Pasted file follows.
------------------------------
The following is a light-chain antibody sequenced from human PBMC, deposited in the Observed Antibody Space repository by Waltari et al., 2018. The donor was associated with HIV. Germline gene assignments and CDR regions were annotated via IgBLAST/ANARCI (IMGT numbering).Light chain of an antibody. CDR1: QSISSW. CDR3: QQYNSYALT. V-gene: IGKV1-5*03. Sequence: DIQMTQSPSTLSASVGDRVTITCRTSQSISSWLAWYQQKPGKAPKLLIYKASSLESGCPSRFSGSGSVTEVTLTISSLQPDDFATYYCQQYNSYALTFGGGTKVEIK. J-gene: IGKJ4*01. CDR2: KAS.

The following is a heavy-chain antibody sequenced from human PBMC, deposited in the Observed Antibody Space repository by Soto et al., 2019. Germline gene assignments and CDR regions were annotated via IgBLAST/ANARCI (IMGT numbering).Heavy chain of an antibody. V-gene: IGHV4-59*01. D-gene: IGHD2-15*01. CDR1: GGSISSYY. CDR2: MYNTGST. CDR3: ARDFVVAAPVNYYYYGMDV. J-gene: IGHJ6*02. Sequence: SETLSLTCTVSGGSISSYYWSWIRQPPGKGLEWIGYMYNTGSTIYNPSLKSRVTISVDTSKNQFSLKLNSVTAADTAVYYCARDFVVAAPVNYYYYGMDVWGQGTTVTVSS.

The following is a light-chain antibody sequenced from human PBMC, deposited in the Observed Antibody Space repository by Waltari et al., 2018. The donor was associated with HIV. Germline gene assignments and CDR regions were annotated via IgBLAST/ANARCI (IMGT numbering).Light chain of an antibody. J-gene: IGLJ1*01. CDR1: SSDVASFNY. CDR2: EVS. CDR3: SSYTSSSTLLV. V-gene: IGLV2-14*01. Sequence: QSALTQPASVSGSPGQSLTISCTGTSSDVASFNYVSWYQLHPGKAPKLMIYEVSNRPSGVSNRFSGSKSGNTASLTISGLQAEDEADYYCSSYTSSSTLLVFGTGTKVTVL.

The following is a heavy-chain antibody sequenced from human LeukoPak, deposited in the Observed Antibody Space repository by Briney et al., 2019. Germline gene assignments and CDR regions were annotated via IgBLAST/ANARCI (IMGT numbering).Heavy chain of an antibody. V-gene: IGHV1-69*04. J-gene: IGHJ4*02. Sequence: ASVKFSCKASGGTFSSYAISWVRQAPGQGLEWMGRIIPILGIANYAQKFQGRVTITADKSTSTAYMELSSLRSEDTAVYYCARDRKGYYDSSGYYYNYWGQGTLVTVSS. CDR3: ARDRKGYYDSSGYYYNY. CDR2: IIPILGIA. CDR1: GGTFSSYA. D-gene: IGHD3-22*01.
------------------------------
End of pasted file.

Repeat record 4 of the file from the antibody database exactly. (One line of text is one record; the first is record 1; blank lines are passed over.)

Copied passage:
The following is a heavy-chain antibody sequenced from human LeukoPak, deposited in the Observed Antibody Space repository by Briney et al., 2019. Germline gene assignments and CDR regions were annotated via IgBLAST/ANARCI (IMGT numbering).Heavy chain of an antibody. V-gene: IGHV1-69*04. J-gene: IGHJ4*02. Sequence: ASVKFSCKASGGTFSSYAISWVRQAPGQGLEWMGRIIPILGIANYAQKFQGRVTITADKSTSTAYMELSSLRSEDTAVYYCARDRKGYYDSSGYYYNYWGQGTLVTVSS. CDR3: ARDRKGYYDSSGYYYNY. CDR2: IIPILGIA. CDR1: GGTFSSYA. D-gene: IGHD3-22*01.